We prepared the SH2 microarrays according to procedures described elsewhere.4 We labeled the HA4 protein at a unique cysteine residue with DyLight 800 maleimide (Thermo Scientific) and incubated with individual SH2 domain arrays, as described elsewhere.4 We detected HA4 using a LI-COR Odyssey scanner. We determined mean fluorescence intensity values for each spot using GenePix Pro 6.0 software (Molecular Devices). We fit signals displaying saturation with a 1:1 binding model using Origin7 (OriginLab).
We cloned the HA4 gene as an N-terminal fusion to the GS-TAP tag Gateway destination vector described previously.27 We introduced the HA4-TAP fusion (and a negative control with HA4Y87A) into HEK293 and K562 cells by retroviral gene transfer. We sorted transfected cells based on GFP expression and grew them in DMEM with 10% (v/v) fetal calf serum, 100 units ml−1 penicillin and 0.1 mg ml−1 streptomycin. We prepared cell lysates and carried out TAP/MS as described previously.27,28 We identified proteins by automated database search, with a minimal threshold value of two peptides for a positive protein identification, and grouped protein identifications according to shared peptides. We dropped background proteins commonly found in similar TAP experiments from further analysis. We scored proteins as HA4-interacting only if they failed to interact with the HA4Y87A mutant. We established interactions between individual HA4-interacting proteins identified in TAP-MS on the basis of UNIProt database searches for binary interactions. We estimated the total number of expressed SH2-containing proteins in HEK293 cells on the basis of expression calls from control samples contained in NCBI GEO dataset GDS2426.35 We counted an SH2 domain as expressed if ‘present’ in more than 50% of control replicates.
We transiently transfected HEK293 cells with vectors for c-Abl, constitutively active Abl PP (P242E/P249E) or Bcr-Abl, and immunoprecipitated the Abl proteins using an anti-Abl antibody. We performed in vitro kinase assays by monitoring the incorporation of 32P into a preferred Abl substrate, biotin-GGEAIYAAPFKK-amide, as described elsewhere.41
We cultured HEK293 cells in Dulbecco's Modified Eagle's Medium supplemented with 10% (v/v) fetal calf serum. We transfected cells with the designated amounts of expression vectors for AblG2APP, myc-HA4, myc-HA4Y87A, and HA-Paxillin using PolyFect (Qiagen). Following a 40 hr growth period, we lysed cells in IP buffer (see Supplementary Methods for its composition), and insoluble material was removed by centrifugation. We performed Western blotting with anti-HA (Covance), anti-Abl (Oncogene Science), anti-phosphotyrosine (Cell Signaling) and anti-myc (Rockland) antibodies.
We transfected 1 × 106 K562 cells with 5 μg of expression vectors encoding GFP-HA4 or GFP-HA4Y87A fusion proteins or GFP alone using the Nucleofector Kit V (Amaxa), applying program T-016. We harvested cells 48 hrs later, fixed in 3.2% (v/v) paraformaldehyde and stored in methanol overnight. We stained cells using an Alexa-Fluor-647-conjugated anti-phospho-STAT5 antibody (BD Biosciences) and analyzed on a LSRII flow cytometer (BD Biosciences) using FlowJo software (Treestar).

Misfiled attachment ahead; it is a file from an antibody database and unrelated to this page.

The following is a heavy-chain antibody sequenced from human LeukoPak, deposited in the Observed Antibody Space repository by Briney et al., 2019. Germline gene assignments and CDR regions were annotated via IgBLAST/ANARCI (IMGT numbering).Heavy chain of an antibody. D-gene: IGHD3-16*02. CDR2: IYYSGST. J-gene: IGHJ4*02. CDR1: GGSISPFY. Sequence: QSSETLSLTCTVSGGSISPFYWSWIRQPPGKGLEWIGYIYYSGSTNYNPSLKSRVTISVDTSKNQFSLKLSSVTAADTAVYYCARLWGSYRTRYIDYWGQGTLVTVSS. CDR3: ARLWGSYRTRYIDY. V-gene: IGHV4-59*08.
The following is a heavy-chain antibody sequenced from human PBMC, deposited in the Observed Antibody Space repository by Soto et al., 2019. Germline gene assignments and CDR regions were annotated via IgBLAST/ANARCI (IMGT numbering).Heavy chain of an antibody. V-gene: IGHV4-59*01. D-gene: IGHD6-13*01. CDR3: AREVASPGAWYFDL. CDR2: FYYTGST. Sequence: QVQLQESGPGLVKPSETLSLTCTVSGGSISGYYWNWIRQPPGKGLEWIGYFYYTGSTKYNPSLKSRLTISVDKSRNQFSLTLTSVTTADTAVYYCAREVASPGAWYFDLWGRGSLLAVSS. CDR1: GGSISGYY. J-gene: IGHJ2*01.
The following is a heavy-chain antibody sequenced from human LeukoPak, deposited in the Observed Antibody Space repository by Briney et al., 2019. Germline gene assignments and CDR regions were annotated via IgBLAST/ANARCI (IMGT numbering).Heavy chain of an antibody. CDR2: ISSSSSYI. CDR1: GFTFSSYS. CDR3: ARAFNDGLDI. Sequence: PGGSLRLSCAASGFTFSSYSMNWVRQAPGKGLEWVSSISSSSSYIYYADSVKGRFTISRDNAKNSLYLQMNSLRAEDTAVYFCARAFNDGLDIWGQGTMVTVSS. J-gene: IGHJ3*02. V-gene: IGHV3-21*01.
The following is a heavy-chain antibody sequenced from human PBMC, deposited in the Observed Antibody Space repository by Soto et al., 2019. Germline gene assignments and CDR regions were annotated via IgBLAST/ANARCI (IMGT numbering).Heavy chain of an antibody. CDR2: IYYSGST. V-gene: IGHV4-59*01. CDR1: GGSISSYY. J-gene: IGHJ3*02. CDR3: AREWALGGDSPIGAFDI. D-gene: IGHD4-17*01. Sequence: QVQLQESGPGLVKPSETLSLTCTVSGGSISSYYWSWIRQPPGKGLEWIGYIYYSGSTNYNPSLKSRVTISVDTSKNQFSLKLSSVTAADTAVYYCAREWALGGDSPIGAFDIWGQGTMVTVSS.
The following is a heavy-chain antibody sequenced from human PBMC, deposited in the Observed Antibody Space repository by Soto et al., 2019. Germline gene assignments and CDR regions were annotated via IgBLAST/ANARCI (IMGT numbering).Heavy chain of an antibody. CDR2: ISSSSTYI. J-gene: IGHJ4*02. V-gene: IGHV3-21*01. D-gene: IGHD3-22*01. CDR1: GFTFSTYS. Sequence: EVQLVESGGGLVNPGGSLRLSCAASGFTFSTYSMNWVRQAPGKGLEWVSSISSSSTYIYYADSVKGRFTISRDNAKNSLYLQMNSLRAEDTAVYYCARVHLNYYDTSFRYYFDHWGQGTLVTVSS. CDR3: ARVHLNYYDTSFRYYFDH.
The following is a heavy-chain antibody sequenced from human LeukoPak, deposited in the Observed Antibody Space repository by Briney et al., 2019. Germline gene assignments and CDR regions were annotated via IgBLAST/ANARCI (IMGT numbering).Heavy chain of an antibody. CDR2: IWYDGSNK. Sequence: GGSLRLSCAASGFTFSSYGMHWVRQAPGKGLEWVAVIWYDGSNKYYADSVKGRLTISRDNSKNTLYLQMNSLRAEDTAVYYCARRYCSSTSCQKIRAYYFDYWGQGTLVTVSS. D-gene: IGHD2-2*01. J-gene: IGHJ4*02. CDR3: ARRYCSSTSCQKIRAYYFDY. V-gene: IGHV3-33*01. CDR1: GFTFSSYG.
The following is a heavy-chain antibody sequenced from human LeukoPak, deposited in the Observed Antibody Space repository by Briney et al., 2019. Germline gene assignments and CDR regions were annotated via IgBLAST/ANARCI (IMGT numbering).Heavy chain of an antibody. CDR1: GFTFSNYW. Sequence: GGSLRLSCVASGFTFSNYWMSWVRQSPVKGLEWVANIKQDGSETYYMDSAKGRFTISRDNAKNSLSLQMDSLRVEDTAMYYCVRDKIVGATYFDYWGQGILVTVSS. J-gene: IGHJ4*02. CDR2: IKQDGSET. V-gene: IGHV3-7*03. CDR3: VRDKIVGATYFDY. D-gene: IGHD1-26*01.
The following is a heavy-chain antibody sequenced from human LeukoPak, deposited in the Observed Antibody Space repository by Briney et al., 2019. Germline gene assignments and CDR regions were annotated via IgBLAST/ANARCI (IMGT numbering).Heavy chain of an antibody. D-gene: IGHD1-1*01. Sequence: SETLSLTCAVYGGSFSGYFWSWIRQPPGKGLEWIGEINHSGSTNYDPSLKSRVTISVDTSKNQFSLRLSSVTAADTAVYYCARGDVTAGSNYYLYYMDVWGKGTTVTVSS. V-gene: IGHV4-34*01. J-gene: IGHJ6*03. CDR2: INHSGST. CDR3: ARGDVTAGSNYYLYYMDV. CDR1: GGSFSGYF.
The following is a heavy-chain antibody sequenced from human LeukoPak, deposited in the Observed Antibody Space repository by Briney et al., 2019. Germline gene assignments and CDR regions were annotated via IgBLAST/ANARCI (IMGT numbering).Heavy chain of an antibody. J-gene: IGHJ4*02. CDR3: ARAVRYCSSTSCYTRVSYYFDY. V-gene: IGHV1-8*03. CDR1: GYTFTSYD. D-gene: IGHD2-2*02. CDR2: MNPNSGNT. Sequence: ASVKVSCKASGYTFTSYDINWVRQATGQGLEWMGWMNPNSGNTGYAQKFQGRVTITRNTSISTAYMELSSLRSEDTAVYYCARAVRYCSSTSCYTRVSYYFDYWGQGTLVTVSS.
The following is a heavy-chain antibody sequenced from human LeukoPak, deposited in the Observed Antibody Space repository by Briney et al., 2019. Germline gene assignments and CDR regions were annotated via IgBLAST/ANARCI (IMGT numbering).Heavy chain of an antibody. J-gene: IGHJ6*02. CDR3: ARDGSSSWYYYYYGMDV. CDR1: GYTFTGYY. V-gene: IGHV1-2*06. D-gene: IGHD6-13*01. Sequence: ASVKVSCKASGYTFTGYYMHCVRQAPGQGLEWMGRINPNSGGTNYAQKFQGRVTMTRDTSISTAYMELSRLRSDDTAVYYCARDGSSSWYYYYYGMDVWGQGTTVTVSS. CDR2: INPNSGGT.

Methods are described in the Supplementary Methods.
We thank R. Gilbreth and Dr. E. Duguid for assistance with X-ray structure determination; Drs. E. Duguid and C. He for assistance with DNA synthesis; M. Ciaccio, R. Gilbreth and Drs. P. Nash, B. Liu and A.A. Kossiakoff for discussion; the staff of the Life Sciences Collaborative Access Team (LS-CAT) beamline at the Advanced Photon Source and the University of Chicago DNA Sequencing Core facility for technical support; Dr. A.A. Kossiakoff for access to the BIAcore instrument; A. Müller, N. Venturini and M. Planyavsky for expert assistance with the MS analysis; the Structural Genomics Consortium for making the SH2 vectors available through Open Biosystems. This work was supported by National Institutes of Health grants R01-GM72688, U54-GM74946 and R21-CA132700 to S.K., by the University of Chicago Cancer Research Center and by the Austrian Academy of Sciences. J.W. was supported in part by NIH grant 5T32GM07281-33 and EMBO fellowship ASTF 293.00-2009. Use of the Advanced Photon Source was supported by the U. S. Department of Energy, Office of Science, Office of Basic Energy Sciences, under Contract No. DE-AC02-06CH11357. Use of the LS-CAT Sector 21 was supported by the Michigan Economic Development Corporation and the Michigan Technology Tri-Corridor for the support of this research program (Grant 085P1000817).
Accession codes. The coordinates and structure factors for the HA4/Abl1 SH2 domain complex have been deposited in the PDB with the accession code 3K2M.
Author Contributions: J.W. A.K. and S.K. designed phage-display library, selection and biophysical characterization; A.K. and J.W. optimized phage display methods. J.W. performed selections, biophysical characterization, crystallization and structure determination; J.B. and R.B.J. designed and made SH2 microarrays; J.W. and J.B. conducted microarray experiments; J.W. F.G., O.H. and G.S.F. designed cellular experiments and kinase assays. J.W. O.H. F.G. and I.K. conducted cellular studies and kinase assays. K.L.B. conducted mass spectrometry and data analysis. J.W., O.H., F.G., R.B.J., G.S.F. and S.K. wrote the manuscript.